Current TRAU implementations have some disadvantages. For example, a TRAU generally has a fixed position within a GSM network, and may use an interface between itself and the BTS 110 that is essentially proprietary. This prevents flexible positioning of the TRAU that might otherwise offer bandwidth savings or voice quality improvements.
A feature know as Tandem Free Operation (TFO) feature may be used within the network 100 to enable some control over the configuration of the GSM TRAU for mobile to mobile traffic. When TFO is deployed, call setup is performed as normal, including the allocation across the network(s) of a 64 kbps channel and insertion of the TRAU in the access and terminating networks. As specified by TFO, the TRAUs will attempt to communicate with one another utilizing in-band signaling over the 64 kbps bearer channel. If communication is successful and the mobile stations support compatible codecs, the transcoding in the access network is disabled, allowing compressed speech to be transported across the mobile network.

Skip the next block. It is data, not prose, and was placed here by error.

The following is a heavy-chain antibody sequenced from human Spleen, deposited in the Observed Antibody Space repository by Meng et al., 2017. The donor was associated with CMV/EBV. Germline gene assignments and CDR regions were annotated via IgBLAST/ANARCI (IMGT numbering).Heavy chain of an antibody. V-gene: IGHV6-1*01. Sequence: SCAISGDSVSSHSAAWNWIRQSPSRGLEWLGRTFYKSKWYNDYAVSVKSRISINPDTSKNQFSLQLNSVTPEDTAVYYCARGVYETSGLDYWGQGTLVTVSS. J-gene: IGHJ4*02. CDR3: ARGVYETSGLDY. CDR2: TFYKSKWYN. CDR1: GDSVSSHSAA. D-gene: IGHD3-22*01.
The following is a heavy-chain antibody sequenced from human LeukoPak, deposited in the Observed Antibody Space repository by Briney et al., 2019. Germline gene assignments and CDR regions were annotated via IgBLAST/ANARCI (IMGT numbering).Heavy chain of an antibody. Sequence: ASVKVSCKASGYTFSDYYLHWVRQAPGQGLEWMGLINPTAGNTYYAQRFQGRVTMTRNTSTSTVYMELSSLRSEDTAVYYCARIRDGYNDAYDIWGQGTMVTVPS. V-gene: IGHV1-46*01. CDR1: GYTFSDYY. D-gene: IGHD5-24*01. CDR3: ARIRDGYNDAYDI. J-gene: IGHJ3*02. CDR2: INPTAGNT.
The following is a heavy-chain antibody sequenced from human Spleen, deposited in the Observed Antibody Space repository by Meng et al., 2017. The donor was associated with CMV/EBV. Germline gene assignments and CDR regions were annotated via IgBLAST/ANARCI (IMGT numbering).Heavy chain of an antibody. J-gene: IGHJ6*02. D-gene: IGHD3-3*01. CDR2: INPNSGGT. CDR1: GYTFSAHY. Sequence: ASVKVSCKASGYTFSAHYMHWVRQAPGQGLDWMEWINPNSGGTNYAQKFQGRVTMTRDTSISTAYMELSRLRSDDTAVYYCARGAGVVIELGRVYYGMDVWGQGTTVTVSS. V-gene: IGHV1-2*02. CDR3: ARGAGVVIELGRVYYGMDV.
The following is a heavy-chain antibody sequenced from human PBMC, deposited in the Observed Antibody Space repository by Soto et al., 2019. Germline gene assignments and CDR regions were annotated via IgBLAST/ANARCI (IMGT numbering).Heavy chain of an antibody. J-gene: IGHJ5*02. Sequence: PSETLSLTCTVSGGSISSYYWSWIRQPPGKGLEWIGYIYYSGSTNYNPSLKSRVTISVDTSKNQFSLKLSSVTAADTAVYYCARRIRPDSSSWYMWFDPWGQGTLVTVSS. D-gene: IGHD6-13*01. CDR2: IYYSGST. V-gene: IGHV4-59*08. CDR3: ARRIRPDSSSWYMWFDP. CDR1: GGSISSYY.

The TFO feature primarily delivers voice quality improvements on mobile-to-mobile calls. Although it functions across both time division multiplexed (TDM) and packet networks and can extend across network boundaries (as all signaling is carried in-band), TFO has fundamental restrictions that reduce its desirability. Examples of such restrictions include the fact that all in-path equipment (IPE) must be TFO friendly (i.e., in-band signaling must not be interrupted before or after invocation of TFO), TFO only provides voice quality improvements for mobile-to-mobile calls, and bearer path bandwidth is constrained at 64 kbps due to the inband signaling mechanism.
Suggested improvements to TFO, such as enhanced TFO (eTFO), focus on extending TFO to provide improved support for packet networks with the goal of delivering significant transport savings. While TFO is designed to work over a packet infrastructure, it does not optimize transmission because, once TFO is activated, it still requires the G.711 stream. In contrast, eTFO initiates a specific control channel (within the user plane) once activated, enabling the voice bearer stream to be reduced below 64 kbps without having to be concerned about the impact on subsequent inband signaling.
Following call setup, TFO is activated end-to-end via the standardized in-band signaling messages transported within the G.711 bit stream. This delivers a transport medium which supports mobile-to-mobile voice without any intermediate TRAUs (as any TRAUs are physically present in the communication path but have their transcoding functions fully or partially disabled). In this pure TFO-mode, no transport savings are attainable in either the TDM or packet portions of the voice path.